25. 25. Heymann J, Earle A, Hayes J. The Work, Family, and Equity Index: How does the United States measure up? Institute for Health & Social Policy. 2007: 1–12.
  26. 26. THE COUNCIL OF THE EUROPEAN UNION. DIRECTIVE 93/104/EC of 23 November 1993 concerning certain aspects of the organization of working time (OJ L 307, 13.12.1993, p. 18) 1993.
  27. 27. Ray R, Schmitt J. No‐vacation nation USA—a comparison of leave and holiday in OECD countries. European Economic and Employment Policy Brief No. 3. ETUI-REHS. 2007; 1–17.
  28. 28. Heymann J, Rho HJ, Schmitt J, Earle A. Ensuring a healthy and productive workforce: comparing the generosity of paid sick day and sick leave policies in 22 countries. Int J Health Serv. 2010;40(1): 1–22. pmid:20198801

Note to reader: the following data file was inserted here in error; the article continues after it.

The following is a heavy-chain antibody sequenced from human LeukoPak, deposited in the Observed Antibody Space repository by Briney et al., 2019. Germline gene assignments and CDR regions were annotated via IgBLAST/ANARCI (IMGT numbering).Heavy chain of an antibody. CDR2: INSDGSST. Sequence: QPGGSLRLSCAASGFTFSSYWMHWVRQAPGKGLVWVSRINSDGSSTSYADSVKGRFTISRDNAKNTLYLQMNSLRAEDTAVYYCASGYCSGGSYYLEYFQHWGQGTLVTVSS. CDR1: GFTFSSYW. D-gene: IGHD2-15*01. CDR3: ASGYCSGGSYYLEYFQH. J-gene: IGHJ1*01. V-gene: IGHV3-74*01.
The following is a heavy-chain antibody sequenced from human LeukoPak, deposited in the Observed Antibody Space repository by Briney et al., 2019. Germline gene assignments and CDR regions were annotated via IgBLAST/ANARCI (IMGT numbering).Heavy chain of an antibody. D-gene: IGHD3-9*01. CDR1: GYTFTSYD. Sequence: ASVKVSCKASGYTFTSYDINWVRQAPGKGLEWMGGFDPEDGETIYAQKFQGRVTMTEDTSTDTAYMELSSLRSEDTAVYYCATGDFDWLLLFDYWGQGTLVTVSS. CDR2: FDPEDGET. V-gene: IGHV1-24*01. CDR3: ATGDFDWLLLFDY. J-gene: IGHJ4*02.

29. 29. Smith T. Paid Sick Days: A Basic Labor Standard for the 21st Century. National Opinion Research Center at the University of Chicago. 2008; 1–53 Available: http://news.uchicago.edu/static/newsengine/pdf/080829.Poll_Report.pdf Accessed 6 January 2014.